Nitric oxide (NO) is known to be expressed in a variety of cell types and exert its effects through autocrine and paracrine mechanisms. To characterize the NO/cGMP pathway in tumor cells of the upper airway tract, we studied the cell lines Detroit 562, FaDu and FAT7. Using isoform-specifi c antibodies, we were unable to detect expression of NO synthases in the above-mentioned cells lines. To evaluate whether tumor cells respond to NO, we exposed cells to the NO donor sodium nitroprusside (SNP). Stimulation of Detroit 562 and FaDu with SNP (10 μgrave; mol/l to 1 mmol/l) led to a concentrationdependent increase in cGMP accumulation. In addition, incubation of cells with SNP, but not 8 Br-cGMP, reduced Detroit 562 cell number. As exposure of cells to SNP decreased 3H-thymidine incorporation without inducing DNA fragmentation, we attributed the observed decrease in cell number to inhibition of cell proliferation rather than induction of apoptosis. On the other hand, exposure of Detroit 562 to high concentrations of SNP (1 mmol/l) led to apoptosis and increased the release of vascular endothelial growth factor. We conclude that, although human cell lines derived from the upper airway tract do not produce NO, they respond to NO released by neighboring cells and that exposure to NO exerts an anti- proliferative/apoptotic effect that is independent of cGMP generation.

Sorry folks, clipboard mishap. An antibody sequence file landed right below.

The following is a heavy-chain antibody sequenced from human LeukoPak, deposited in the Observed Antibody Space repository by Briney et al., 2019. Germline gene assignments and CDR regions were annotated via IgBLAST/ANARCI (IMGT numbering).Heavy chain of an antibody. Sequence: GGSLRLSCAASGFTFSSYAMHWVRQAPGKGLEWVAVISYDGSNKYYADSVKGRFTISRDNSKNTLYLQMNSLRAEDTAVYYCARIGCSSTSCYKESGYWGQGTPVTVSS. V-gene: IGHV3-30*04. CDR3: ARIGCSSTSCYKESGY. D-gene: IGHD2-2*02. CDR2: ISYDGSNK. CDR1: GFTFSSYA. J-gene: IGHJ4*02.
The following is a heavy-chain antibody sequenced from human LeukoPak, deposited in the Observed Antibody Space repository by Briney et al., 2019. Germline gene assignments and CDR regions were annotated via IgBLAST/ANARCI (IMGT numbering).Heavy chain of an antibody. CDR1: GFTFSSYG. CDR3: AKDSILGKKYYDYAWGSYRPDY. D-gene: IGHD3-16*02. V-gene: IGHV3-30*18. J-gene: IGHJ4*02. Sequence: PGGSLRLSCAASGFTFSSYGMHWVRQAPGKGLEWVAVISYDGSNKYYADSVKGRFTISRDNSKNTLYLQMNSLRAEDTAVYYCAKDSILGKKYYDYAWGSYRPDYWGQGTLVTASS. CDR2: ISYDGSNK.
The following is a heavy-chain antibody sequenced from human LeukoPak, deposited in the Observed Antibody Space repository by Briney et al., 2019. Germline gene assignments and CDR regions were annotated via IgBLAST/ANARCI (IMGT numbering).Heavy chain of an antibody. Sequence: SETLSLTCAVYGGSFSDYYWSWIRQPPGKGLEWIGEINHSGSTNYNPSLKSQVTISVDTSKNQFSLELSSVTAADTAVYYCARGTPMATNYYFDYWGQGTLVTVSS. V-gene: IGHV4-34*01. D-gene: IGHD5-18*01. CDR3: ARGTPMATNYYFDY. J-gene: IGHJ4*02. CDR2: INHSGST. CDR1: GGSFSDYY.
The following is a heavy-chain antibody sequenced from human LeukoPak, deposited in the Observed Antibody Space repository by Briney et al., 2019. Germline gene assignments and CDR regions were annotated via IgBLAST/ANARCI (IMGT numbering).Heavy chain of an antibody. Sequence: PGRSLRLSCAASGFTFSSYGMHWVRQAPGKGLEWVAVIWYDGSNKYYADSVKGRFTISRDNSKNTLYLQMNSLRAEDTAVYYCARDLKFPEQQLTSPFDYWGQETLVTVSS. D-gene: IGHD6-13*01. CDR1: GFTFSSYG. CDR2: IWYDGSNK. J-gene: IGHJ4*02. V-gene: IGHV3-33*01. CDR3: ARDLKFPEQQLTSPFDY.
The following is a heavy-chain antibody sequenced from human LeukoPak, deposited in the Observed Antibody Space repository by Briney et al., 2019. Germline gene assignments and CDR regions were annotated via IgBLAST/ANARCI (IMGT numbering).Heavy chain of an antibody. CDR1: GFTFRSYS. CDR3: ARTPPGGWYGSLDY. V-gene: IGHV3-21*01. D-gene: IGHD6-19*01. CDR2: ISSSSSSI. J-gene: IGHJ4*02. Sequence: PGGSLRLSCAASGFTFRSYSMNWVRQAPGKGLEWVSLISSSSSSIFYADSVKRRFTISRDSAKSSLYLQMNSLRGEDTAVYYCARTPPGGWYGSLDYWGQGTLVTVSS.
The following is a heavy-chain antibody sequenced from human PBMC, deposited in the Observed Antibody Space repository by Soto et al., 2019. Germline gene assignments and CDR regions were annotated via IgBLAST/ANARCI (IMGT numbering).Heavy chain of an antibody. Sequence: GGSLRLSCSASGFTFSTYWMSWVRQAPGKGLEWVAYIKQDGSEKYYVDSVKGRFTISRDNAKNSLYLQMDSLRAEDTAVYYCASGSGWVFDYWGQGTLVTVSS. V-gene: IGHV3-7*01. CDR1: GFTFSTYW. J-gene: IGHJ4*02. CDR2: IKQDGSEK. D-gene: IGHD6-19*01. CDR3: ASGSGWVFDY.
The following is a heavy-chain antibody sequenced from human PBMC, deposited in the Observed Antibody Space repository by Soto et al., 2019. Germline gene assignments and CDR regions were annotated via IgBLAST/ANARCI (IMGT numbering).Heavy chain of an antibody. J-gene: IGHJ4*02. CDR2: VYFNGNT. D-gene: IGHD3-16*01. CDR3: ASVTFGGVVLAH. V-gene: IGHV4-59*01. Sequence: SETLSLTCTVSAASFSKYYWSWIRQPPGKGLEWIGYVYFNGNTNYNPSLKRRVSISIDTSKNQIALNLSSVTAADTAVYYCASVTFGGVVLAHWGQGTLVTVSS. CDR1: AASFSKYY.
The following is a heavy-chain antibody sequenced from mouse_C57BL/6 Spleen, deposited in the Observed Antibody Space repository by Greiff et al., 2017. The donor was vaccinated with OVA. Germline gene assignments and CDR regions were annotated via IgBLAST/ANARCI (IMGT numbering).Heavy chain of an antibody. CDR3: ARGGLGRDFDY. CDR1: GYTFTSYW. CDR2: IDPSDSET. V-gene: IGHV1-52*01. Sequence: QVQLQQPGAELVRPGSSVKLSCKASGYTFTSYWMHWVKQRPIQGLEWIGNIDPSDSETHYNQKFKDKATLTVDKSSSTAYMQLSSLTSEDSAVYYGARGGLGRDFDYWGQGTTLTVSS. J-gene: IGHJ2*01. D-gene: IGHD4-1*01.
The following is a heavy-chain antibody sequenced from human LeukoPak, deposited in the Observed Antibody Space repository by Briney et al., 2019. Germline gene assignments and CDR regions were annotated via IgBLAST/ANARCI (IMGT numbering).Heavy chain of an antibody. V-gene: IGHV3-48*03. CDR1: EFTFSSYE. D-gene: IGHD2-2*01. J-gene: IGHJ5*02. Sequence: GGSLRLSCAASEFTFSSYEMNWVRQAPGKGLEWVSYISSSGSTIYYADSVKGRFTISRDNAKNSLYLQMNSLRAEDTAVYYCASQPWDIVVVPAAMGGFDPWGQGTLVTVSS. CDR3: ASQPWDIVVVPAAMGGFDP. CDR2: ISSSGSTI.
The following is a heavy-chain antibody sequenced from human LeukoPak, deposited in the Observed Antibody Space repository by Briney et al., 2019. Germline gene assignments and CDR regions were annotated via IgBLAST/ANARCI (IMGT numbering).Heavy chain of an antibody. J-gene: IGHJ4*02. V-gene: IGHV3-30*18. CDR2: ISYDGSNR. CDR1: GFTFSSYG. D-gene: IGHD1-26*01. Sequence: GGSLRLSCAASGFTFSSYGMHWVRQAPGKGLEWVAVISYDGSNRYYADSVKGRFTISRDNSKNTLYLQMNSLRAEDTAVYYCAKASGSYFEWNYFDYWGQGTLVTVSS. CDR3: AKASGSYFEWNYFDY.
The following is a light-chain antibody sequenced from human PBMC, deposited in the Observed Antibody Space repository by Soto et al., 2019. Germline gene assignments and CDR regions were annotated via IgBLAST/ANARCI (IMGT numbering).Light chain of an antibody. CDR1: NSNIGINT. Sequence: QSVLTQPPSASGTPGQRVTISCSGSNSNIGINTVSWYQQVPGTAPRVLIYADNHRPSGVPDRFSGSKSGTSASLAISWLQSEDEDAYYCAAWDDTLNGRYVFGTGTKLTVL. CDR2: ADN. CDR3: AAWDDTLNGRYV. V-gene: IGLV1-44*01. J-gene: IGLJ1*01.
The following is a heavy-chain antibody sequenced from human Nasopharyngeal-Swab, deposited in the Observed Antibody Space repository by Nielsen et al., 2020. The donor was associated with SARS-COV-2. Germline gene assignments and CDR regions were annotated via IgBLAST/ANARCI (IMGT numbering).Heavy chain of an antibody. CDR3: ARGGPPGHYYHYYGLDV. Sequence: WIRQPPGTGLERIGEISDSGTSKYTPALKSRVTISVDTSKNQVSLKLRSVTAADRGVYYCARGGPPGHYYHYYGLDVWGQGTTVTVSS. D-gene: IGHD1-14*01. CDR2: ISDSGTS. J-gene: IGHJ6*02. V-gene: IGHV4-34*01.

- Nitric oxide
- Vascular endothelial growth factor
ASJC Scopus subject areas